For far too much to put it all up here!

Ich Habe Genug:

Cello Suite No. 6: Allemande

Cantata BWV 131- Aus der Tiefen (I):

Cantata BWV 131- Aus der Tiefen (II):

Cantata BWV 131- Aus der Tiefen (III):

31. March 2010 · Comments Off · Categories: Birthdays!

… and thanks!

31. March 2010 · Comments Off · Categories: Reviews, Symphony

For the Symphony No. 6 (“Pastoral”), Mr. Fischer radically broke with conventional orchestral seating. The principal flutist, oboist and clarinetist were placed front and center, with other winds mingled throughout the ensemble: a second flutist back near the basses, a second oboist between the violas and second violins, a piccolo player with the trombones on a rear platform.

[and later …]

The layout for the Ninth Symphony was even more peculiar. The woodwinds migrated to a standard grouping near the back, replaced in the front row by Roland Denes, the timpanist, who admittedly played an especially prominent role. Only at one point near the end of the first movement did his animated rumble obscure details elsewhere in the ensemble.

I read it here.

Thoughts?

31. March 2010 · Comments Off · Categories: Concert Announcements

Manhattan Transfer and Symphony Silicon Valley on June 12?

I read it here, googled it, and found a lot more of the same info elsewhere.

30. March 2010 · 8 comments · Categories: Videos

I’m helping Brandon with his move to New York City, so today is going to be a busy one (he leaves very early tomorrow morning). I’ll just leave you with a bit of music instead. How ’bout some Bach:

… back later!

30. March 2010 · Comments Off · Categories: Composers, Videos

While Pärt might look holy and reserved, he’s actually full of mischievous humour. He talked of a crazy “happening” in the Sixties when he dressed up as a doctor with a surgical mask over his face to perform some operation on a violin which unintentionally ended up in flames. He became branded as the man who burned violins.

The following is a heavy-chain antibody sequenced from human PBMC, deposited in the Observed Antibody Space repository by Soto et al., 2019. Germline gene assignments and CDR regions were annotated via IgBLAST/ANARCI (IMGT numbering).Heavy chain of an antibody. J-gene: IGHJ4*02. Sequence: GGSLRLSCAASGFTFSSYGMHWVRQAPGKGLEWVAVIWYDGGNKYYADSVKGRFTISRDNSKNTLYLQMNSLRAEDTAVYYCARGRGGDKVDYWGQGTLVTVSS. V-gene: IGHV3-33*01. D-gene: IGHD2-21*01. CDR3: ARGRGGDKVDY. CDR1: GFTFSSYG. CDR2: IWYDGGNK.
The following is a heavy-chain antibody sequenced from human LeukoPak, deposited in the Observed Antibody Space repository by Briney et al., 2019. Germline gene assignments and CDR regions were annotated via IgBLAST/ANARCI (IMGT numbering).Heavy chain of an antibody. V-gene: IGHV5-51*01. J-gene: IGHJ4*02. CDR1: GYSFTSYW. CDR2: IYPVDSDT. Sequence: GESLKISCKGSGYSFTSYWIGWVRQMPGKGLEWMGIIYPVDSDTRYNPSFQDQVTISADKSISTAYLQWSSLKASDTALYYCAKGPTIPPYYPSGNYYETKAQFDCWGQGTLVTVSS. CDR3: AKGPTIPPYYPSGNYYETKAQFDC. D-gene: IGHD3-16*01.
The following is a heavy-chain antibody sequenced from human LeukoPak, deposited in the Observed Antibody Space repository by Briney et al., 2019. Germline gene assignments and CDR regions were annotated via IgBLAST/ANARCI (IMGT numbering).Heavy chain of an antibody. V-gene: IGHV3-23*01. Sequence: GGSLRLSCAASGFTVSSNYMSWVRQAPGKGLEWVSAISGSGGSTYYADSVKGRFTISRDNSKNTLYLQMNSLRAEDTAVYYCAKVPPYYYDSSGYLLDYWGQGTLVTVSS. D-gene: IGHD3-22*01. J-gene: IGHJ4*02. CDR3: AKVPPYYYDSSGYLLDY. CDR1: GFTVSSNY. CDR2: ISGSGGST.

It’s difficult to imagine this very serious composer doing that … but hey, it was the sixties!

The above is from this.

I sure wish I could watch BBC Four, and especially the series on Sacred Music (here’s a link to Gorecki & Pärt, but it’s “not available in your area”, I’m told.

30. March 2010 · Comments Off · Categories: TQOD

a bad oboe sound can sound like one of the following: a swirling cat, a choking chicken, or a duck being slowly run over.

29. March 2010 · Comments Off · Categories: Oboe, Videos

Nice video!

29. March 2010 · Comments Off · Categories: Links, Opera, Videos

I posted a video quite some time ago of opera being sung in a market. Now Baltimore Symphony and Washington Opera have done the same thing.

It appears, from what she writes anyway, that perhaps Anne Midgette hadn’t seen the original video. She doesn’t sound very happy about the current one, though, unless I’m not reading her correctly.

29. March 2010 · 5 comments · Categories: Oboe

I’m watching a video of Bach’s St. Matthew Passion. I can’t say it’s the most in tune performance, or the most musical, but the music is still glorious! They just zeroed in on a flutist and I’m watching as she re-places fingers. (No, I don’t mean “replace” … as in taking off fingers and putting on new ones. That would be … um … kind of painful, yes? That’s why I hyphenate the word.) What I mean by “re-place” is she lifts fingers that are down even though they are supposed to be down for the following note. She then has to put them down again. I discourage my students from doing this, aside from those few times we do it to try and “pop” a low note out. Even then I prefer to have a good reed and a well adjusted oboe; the the notes should be there as long as we believe they will be. Funny how, if we think, “I’m going to miss this note!” we do usually miss it. As I tell my students, our oboes are somewhat psychic! ;-)

I believe “the less finger movement the better. But now I’m curious … is this re-placement technique common among my readers? Or is it common amoung my reeders? Or something! ;-)